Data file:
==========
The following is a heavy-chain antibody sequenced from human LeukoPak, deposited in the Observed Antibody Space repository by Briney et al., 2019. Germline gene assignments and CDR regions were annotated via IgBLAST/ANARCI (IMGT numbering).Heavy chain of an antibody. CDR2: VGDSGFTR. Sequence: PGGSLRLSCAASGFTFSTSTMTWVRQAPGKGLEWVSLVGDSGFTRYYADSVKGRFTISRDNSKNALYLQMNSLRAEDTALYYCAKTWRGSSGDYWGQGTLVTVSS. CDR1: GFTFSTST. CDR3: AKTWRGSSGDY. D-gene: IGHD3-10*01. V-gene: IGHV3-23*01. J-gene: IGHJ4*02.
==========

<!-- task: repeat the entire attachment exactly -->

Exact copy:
The following is a heavy-chain antibody sequenced from human LeukoPak, deposited in the Observed Antibody Space repository by Briney et al., 2019. Germline gene assignments and CDR regions were annotated via IgBLAST/ANARCI (IMGT numbering).Heavy chain of an antibody. CDR2: VGDSGFTR. Sequence: PGGSLRLSCAASGFTFSTSTMTWVRQAPGKGLEWVSLVGDSGFTRYYADSVKGRFTISRDNSKNALYLQMNSLRAEDTALYYCAKTWRGSSGDYWGQGTLVTVSS. CDR1: GFTFSTST. CDR3: AKTWRGSSGDY. D-gene: IGHD3-10*01. V-gene: IGHV3-23*01. J-gene: IGHJ4*02.